When you commence your walk of 'importance' over the other side of the World you are 100 per cent certain that your walk is one that everyone else around you should also be taking because you are heading to the 'Holy Grail'. Tennis to me as a kid began at Monte Carlo because Bjorn Borg lived there, he owned a sports store there and he won the tournament on three occasions.
In fact Bjorn Borg may just own the record for games against at Monte Carlo as from 1977 to 1980 he lost just 17 games in three finals which back then were best of five sets. To put that into perspective the great man from Sweden won 54 games, you do the sums on that.
So to be heading to the Monte Carlo Country Club on cobble stones past views of the harbour and million dollar cruise liners it was a walk that perhaps was out of a Hollywood movie as opposed to real life.
Have you ever seen 'Dirty Rotten Scoundrels' starring Steve Martin ? That movie from memory was shot on location not far from Monte Carlo, Villefranche-sur-Mer I believe, another ridiculously magnificent French town built on the side of a mountain overlooking the Mediterranean ocean. Well if you had the pleasure of watching that rather silly movie you will appreciate the stunning way in which the French people live, everyday life would be a pleasure.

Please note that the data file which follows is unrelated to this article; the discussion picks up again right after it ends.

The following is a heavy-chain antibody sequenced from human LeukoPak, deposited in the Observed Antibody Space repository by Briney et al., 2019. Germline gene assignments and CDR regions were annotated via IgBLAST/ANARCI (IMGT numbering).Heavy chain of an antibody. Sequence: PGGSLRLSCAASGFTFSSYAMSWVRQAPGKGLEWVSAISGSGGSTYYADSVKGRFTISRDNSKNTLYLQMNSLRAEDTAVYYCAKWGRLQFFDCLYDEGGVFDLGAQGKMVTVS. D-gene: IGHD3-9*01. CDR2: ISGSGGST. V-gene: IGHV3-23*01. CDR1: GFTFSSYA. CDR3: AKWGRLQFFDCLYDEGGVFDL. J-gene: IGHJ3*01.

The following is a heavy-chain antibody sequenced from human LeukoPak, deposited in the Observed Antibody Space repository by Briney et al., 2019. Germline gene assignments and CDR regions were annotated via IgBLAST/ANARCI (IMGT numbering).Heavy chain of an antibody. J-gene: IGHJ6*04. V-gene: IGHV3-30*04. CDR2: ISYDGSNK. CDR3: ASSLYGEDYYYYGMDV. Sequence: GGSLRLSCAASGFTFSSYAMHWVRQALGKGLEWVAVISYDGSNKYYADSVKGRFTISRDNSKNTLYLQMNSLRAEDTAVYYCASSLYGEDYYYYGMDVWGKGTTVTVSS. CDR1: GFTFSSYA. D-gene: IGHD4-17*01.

So it was a rather surreal feeling when I finally made it through the gates at the Country Club where the great man played his final tennis match in a career that defied logic and one that ceased all too prematurely at age 26. If he had played until he was Roger Federer's age who knows what his record may have looked like but maybe it's what makes Borg's eleven Grand Slam victories even more outrageously brilliant. By age 26 I don't believe there have been too many better Grand Slam records and I believe that only Federer's record surpasses it, I may be wrong but not by too much.